Archive.Org has a copy of Jeff Bezo's open letter about patents, which I pointed to from Scripting News a couple of years ago. Ted Conway sent the original pointer, which now redirects to a page about Amazon's products. Moral of the story. The Web is fragile. Archive.Org is scotch tape that holds it together.
Best wishes to all my friends who are at SXSW in Austin. I wish I could be there. Maybe next year. Send me pointers to stories from the show. I'm happy to be your remote blogger.
802.11b: Apple Base Station for Half Price.
Adam: "Last night we premiered the BlogNewsNetwork radio show on dutch public broadcaster BNN."
Yesterday, as part of the mop-up on Radio Community Server, I did a rewrite of the notification code on the server-side. Some people had asked what the Please Notify entries on their Events pages are about. Here's the scoop. Some RSS feeds have an element in their header called "cloud" that tells a reader how to subscribe to the channel. When you're subscribed to such a feed, Radio automatically requests notification. That's what Please Notify is about. Then when it changes, if everything goes well, the cloud sends a short message to Radio saying "Hey this resource changed." Then again, Murphy-willing, your Radio reads the feed and if there really are new items, it adds them to your News Aggregator page. Until yesterday, this feature of the community server was turned off, now it's back on, and appears to be working.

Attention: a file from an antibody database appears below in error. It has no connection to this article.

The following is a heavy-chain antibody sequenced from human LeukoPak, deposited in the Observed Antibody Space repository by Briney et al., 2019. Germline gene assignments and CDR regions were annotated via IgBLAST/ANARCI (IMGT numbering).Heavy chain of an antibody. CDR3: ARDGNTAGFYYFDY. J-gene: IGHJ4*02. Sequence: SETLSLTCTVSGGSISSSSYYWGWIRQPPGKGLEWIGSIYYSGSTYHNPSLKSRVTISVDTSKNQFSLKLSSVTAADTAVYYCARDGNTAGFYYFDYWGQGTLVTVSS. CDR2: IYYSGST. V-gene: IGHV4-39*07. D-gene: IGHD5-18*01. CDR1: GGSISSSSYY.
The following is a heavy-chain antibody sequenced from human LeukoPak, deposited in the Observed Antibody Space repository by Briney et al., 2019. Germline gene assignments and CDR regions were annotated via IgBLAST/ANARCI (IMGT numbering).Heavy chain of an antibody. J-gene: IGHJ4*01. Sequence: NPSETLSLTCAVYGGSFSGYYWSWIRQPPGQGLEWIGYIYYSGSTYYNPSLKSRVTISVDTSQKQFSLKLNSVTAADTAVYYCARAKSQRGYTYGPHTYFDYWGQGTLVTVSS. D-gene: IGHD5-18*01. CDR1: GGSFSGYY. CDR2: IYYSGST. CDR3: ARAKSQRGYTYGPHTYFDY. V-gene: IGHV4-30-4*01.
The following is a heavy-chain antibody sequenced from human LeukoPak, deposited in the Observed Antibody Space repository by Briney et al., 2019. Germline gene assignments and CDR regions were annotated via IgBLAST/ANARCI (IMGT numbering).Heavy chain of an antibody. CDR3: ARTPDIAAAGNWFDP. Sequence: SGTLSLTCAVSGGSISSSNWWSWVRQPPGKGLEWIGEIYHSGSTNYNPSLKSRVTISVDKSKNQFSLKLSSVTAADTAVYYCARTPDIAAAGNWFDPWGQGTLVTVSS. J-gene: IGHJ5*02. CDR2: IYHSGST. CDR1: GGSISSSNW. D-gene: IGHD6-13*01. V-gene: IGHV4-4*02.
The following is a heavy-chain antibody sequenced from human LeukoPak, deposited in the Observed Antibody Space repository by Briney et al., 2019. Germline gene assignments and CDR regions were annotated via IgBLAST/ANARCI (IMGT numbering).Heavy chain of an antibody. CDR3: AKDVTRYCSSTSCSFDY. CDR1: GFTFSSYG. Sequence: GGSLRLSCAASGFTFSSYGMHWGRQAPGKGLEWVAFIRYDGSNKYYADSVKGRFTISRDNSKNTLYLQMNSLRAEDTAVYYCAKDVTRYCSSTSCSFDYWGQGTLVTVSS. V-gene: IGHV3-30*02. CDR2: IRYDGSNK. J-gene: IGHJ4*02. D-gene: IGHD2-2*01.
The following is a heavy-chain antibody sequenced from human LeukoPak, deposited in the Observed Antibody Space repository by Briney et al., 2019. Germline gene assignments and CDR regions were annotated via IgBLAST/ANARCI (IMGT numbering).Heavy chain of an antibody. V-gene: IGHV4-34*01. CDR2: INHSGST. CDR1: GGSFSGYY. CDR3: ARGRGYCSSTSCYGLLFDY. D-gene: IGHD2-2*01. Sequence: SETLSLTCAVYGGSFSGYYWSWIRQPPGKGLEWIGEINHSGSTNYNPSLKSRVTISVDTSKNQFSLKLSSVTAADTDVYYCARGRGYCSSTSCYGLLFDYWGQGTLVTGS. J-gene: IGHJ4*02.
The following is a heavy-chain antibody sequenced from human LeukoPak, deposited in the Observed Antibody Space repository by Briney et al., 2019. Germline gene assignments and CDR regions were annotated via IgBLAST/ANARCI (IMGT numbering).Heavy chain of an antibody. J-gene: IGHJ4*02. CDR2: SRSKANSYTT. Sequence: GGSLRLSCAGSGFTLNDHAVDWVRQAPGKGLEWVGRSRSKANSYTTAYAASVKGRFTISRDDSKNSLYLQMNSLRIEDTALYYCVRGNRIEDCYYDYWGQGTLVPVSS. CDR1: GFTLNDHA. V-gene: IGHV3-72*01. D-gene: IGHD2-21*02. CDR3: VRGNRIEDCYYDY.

Yesterday I had a great phone talk with Seth Dillingham about search engines, Jabber, and the Frontier community. He's a nice guy and I appreciate that. I like working with him. That's all I wanted to say.